When people think about foreign films, there seems to be a lot of derision towards them: “I don’t like subtitles,” “Dubbing sounds weird,” “Only pretentious hipsters would watch them,” etc. While there is some truth to some of that, it shouldn’t stop you from enjoying a foreign film. Everyone should give foreign films a chance.

Now, people who regularly read this column (all two of you) know that I mainly have a populist view on media, especially concerning film. I have championed the likes of action movies and gross-out comedies as forms of art — whether low or pulp — but as art nonetheless. I’ve also given rave reviews to films that are known more for their bloodshed and explosions then their coherent plots or treatises on the human condition. However, that doesn’t mean that’s all I enjoy as a film viewer, and I think that people should be open to all kinds of media from different times and places. If you only watch movies that have come out since the 90s, and only from major studios in Hollywood, you’re missing out on a lot of great films that have come out since films’ inception.

Ahem. You see, one of the greatest things about art, and especially film, is its universal appeal. For the most part, we can enjoy a beautiful painting, a well-written novel, a mesmerizing song or a great film no matter where it came from. Sure, you might need the aforementioned subtitles for foreign films, but that’s a small price to pay to enjoy great art. And while it’s true some things will be lost in the translation, a good story is still a good story, no matter what. Also, films have the universal appeal of gorgeous cinematography, catchy scores and memorable performances to look forward to.

And it’s not just pretentious bullshit either, although those films are great as well. While I myself enjoy foreign films of that mold, like Jean-Luc Godard’s “Pierrot le Fue” and Francois Truffaut’s “400 Blows,” or Federico Fellini’s “8 ½” and Vittorio De Sica’s “Bicycle Thieves,” that’s not all that’s out there in the world of foreign films. You shouldn’t just watch movies from other countries because you want to be cultured (although that should be a part of it), but rather because there are some bad ass movies that exist around the world. In France, there’s the awesome period/kung fu action flick “Brotherhood of the Wolf” and the parkour epic “District B13.” Both of these films are balls-to-the-walls action flicks that kick ass and are worth seeing if you’re into martial arts, bloodshed and explosions.

We also owe a lot of our modern action movie conventions to Hong Kong films — such as John Woo’s “Hard Boiled” and “The Killer” — where the wire fu, slow motion, balletic action scenes we’re used to seeing came from. In fact, during the 90s and 2000s, Hollywood actually hired directors (such as Woo) and stars (such as Jackie Chan and Jet Li) to come down to L.A. and shoot action movies differently from the way they were shot and filmed at the time. Even “The Matrix” hired the esteemed Hong Kong fight choreographer Yuen Woo-Ping for their film, and we know how that turned out (awesome … at least for the first film).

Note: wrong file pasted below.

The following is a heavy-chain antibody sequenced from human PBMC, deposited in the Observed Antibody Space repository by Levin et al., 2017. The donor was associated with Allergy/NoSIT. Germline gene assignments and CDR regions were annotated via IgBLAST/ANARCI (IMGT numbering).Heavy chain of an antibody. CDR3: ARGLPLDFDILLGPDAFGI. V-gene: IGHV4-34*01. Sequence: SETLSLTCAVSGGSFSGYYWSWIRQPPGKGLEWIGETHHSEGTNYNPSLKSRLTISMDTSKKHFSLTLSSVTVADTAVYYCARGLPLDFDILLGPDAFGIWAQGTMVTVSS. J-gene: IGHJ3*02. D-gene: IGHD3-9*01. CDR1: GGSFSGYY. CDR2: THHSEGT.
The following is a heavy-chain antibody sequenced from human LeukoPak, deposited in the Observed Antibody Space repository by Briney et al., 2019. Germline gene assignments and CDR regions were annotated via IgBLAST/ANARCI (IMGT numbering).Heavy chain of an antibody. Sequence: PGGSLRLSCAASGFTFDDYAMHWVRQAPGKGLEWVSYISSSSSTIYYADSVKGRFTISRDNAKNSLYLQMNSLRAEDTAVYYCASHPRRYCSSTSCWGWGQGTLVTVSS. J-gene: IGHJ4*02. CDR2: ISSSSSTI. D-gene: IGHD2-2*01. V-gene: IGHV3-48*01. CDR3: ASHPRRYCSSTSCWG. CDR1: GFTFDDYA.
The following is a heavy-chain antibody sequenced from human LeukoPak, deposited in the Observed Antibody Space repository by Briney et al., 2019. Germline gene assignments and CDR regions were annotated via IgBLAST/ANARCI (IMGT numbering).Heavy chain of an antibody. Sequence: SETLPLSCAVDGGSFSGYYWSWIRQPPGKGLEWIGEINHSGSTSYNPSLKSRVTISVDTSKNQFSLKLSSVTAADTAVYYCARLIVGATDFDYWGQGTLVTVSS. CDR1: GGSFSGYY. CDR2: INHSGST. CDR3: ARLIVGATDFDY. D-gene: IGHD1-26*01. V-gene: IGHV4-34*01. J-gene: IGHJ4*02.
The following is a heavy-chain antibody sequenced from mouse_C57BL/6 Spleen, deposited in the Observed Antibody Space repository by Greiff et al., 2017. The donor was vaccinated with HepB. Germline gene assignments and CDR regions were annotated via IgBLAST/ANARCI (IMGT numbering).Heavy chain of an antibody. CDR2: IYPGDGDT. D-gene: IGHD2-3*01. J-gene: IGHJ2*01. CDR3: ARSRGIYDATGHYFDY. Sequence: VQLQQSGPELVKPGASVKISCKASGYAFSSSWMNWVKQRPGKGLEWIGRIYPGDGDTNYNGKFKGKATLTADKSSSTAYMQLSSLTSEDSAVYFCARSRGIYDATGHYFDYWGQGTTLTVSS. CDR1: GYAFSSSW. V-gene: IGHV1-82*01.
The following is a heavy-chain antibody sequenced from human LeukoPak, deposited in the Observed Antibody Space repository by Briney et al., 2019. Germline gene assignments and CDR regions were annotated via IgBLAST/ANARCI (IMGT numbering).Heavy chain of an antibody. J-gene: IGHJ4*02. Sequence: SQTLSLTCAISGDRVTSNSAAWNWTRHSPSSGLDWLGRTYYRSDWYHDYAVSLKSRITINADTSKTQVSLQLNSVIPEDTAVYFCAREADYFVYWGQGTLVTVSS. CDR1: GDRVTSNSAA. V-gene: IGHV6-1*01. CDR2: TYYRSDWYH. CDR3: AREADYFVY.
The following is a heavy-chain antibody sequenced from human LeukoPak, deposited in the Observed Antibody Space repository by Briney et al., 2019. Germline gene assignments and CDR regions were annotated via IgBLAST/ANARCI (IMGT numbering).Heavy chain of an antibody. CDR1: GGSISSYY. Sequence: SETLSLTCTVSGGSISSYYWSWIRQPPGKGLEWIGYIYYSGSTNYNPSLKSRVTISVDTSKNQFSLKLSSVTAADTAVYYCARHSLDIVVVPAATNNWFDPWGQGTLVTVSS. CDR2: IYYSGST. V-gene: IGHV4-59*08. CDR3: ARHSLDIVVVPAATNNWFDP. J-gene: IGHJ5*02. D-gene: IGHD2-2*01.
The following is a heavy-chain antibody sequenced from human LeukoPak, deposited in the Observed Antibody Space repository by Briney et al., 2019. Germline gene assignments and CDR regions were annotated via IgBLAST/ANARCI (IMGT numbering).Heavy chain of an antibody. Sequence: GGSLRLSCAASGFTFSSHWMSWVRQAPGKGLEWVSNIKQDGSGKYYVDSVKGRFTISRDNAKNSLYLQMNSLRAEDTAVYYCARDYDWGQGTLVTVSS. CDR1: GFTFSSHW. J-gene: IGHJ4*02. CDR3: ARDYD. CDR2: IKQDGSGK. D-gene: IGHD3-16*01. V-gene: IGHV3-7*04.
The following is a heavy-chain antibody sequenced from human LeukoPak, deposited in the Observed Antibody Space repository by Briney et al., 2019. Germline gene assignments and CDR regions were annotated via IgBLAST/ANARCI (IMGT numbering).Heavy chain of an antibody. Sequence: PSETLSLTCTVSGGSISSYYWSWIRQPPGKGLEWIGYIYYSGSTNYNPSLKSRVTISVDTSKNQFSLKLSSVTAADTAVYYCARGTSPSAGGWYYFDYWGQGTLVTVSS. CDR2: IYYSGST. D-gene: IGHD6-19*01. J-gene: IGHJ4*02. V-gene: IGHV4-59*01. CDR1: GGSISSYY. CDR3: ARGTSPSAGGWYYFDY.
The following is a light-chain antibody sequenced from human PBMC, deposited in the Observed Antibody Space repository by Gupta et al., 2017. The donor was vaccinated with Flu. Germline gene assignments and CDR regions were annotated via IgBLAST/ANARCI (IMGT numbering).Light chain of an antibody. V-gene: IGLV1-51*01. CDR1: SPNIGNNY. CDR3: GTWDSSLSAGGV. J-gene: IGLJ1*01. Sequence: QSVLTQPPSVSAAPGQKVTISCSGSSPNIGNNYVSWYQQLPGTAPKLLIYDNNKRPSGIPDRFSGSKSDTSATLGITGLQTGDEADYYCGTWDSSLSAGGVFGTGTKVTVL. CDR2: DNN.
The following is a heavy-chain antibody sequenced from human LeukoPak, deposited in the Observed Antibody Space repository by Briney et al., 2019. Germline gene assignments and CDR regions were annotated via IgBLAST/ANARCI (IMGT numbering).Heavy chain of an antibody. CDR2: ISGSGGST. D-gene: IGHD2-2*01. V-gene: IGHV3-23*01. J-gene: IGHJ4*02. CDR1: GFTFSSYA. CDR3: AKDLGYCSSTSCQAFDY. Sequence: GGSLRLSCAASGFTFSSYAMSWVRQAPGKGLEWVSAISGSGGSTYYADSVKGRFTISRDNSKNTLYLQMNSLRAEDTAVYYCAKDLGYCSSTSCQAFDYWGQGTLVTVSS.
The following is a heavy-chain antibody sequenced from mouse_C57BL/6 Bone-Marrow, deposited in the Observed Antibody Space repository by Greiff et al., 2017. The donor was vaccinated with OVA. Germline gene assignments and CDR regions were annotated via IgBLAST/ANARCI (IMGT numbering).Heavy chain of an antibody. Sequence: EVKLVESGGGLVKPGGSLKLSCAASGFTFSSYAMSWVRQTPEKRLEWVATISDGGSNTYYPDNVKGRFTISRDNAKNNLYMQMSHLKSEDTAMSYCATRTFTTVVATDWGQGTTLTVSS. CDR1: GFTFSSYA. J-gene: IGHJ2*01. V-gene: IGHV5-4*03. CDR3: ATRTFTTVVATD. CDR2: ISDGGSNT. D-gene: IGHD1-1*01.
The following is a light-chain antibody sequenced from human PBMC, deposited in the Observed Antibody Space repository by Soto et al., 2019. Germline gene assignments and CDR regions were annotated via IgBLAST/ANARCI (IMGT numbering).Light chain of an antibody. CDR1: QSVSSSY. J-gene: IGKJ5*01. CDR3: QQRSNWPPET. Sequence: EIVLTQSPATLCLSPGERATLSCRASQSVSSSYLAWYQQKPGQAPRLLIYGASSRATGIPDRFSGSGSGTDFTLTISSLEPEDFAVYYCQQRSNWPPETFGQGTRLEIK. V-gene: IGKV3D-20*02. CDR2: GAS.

As well, many popular films are actually originally foreign films, just remade with American (read: white) actors and English, because America is apparently illiterate. This includes “The Departed” (originally the Hong Kong “Internal Affairs”), “The Ring” (originally “Ringu” from Japan) and the recent “Girl with the Dragon Tattoo” (from the Swedish original of the same name). Many of these remakes are pointless, even if well-made, and few top or even equal their foreign originals. Now that’s a subjective opinion, but the objective fact remains that we owe a lot of our film culture to foreign films. Whether it’s from stealing certain styles and techniques, such as film noir and Tim Burton films drawing heavily from German Expressionism in the ‘30s, Martin Scorsese and modern crime thrillers taking cues from the French New Wave movement in the ‘60s, and the aforementioned Hong Kong influence on action cinema, we cannot escape the fact that what we enjoy in films many times didn’t originate here. In fact, film began with transnationalism in its infancy, with many directors from Europe working in Hollywood and vice versa. This still exists today, if a bit less so.

Now, I’m not saying foreign films are inherently better than Hollywood or mainstream films. Like many people, I love “Star Wars,” “The Matrix,” “The Terminator” and am looking forward to “The Avengers” and “The Dark Knight Rises.” So I’m not saying how cultured you will be after watching these films, or that you should ever pat yourself on the back for doing so. That’s not the point. The point is that good movies exist everywhere, and you’re missing out if you don’t look out for them. That’s all. Because, seriously, “Brotherhood of the Wolf” has a kickboxing Native American fighting a lion! In slow motion!